"Although Latin prevails in the West as a unified liturgical language, in the face of certain circumstances the Roman church has made exceptions to provide a language in the Liturgy more familiar to the people. It is in the ninth century among the Slavic nations that we find a departure from liturgical Latin in divine worship. A privilege was first granted to Sts. Cyril and Methodius, by Pope Hadrian II in 869, and again by Pope John VIII in 880 to use the vernacular in the Liturgy.24 It was in practice in the present-day territories of Czechoslovakia; afterwards it was introduced by way of legitimate custom into the regions of Croatia. In the course of the years the Holy See has been quite positive in declaring her mind not only by the decrees of the Popes, especially Urban VIII, Innocent X, Benedict XIV, Pius VI and Leo XII, but also by compiling and publishing liturgical books in Glagolithic (Old Slavonic) characters. Among the most important pontifical documents for the use of this privilege is the rescript of Pope Innocent IV granted in 1248 to Philip, Bishop of Senj.25 Today members of the Roman Rite celebrate the Liturgy in the paleo-slavic language in the Croatian diocese of Senj, Modrus, and Kirk, and in some parishes of the dioceses of Sibenik and Split (present-day Yugoslavia), and in those places where there are large numbers of the Slavic races.

Another example of the flexibility of which the Roman rite is capable is the privilege granted for the use of Chinese as a liturgical language. History records in the fourteenth century that the first Franciscan missionary to China, John of Monte Corvino, used the vernacular in the Liturgy.26 Pope Paul V, in a brief of June 27, 1615, granted the same privilege to Jesuit missionaries.27 As recently as 1949, the privilege to use the Chinese literary language in the Liturgy was granted by the Holy Office.28 When conditions return to normal in China, and when Rome finally has approved a completed Chinese-Latin missal, this decree will take effect in all parts of that country."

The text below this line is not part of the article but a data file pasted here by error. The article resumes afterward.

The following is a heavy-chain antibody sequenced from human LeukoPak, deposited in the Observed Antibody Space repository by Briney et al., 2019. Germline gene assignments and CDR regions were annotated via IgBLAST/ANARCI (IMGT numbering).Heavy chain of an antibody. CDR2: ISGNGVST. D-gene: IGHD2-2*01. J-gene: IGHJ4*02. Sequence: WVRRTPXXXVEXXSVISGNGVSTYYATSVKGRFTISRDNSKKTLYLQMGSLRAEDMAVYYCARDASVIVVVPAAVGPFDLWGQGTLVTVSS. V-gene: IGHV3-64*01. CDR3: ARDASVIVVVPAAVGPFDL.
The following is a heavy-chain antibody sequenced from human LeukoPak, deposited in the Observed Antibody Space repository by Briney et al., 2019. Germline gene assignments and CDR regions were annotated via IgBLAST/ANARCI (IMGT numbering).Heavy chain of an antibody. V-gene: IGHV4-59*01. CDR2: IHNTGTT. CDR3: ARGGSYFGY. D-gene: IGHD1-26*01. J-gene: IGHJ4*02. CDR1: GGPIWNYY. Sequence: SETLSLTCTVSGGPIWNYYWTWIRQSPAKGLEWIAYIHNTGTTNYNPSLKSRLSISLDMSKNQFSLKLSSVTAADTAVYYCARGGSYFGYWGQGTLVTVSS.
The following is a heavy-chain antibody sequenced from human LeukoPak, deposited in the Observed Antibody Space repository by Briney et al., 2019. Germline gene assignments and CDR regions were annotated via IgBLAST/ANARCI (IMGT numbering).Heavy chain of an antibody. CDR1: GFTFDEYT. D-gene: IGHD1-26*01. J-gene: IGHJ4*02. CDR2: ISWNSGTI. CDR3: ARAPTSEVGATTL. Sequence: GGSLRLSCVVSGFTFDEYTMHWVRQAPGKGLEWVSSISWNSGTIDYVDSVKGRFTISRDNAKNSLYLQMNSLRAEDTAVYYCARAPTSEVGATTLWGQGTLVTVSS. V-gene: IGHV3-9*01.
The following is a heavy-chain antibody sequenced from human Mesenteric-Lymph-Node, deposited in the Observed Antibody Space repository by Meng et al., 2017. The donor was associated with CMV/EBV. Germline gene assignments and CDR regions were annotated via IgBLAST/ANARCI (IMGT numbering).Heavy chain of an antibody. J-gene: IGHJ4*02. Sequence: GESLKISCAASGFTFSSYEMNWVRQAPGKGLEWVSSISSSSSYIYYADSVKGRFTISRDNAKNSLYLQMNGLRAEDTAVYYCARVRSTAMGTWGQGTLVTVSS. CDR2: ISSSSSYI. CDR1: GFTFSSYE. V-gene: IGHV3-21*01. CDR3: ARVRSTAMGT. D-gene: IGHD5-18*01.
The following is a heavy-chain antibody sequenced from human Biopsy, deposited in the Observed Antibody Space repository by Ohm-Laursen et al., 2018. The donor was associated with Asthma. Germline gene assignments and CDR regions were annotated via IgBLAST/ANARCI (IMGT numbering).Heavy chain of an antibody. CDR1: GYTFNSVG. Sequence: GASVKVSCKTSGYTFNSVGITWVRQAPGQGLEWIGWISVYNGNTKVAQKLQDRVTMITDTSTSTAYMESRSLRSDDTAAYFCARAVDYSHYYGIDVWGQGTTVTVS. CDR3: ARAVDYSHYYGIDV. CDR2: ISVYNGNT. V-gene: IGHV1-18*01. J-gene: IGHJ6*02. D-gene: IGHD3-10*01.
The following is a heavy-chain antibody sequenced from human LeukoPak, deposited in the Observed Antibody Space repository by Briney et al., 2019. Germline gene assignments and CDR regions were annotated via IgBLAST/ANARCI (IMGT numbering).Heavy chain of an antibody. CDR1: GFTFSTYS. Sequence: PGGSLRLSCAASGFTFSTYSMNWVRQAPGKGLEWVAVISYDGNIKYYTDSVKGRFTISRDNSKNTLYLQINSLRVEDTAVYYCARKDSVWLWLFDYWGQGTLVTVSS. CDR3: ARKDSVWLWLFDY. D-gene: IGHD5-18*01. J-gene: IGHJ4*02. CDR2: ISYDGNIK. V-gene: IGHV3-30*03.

Read the full article HERE





Monday, April 10, 2017

Aurini: Donald Trump is not our Savior

A stiring article from Davis Aurini


"I’m sick of hearing about our bombing of Syria. A foolish rattling of the sabre, over a chemical attack which, according to the latest UN statements, was performed by our erstwhile ‘allies’ the rebels – the same loose affiliation of Mohammedans who are behind the recent attack in Sweden, pictured above. New boss just like the old boss, the military-industrial complex will have its way, the Deep State triumphs again...


The Left wants George Soros to redeem them from their sins; for the Right, Daddy Trump grants permission to indulge in materialistic debauchery. The Western man is dying because his soul died long ago; blank-eyed zombies, smoking pot, playing with their iPhone, screwing around on tinder, or finding vacuous catharsis through video games-turned-skinner boxes. Veal wrapped in cotton; auto-erotic assisted suicide. That is what your fellow ‘compatriots’ are fighting for; a pleasurable descent into the nihilist’s abyss...."

Click HERE to read the whole article







Wednesday, April 5, 2017

Just a small note on the SSPX marriages matter

It's a half measure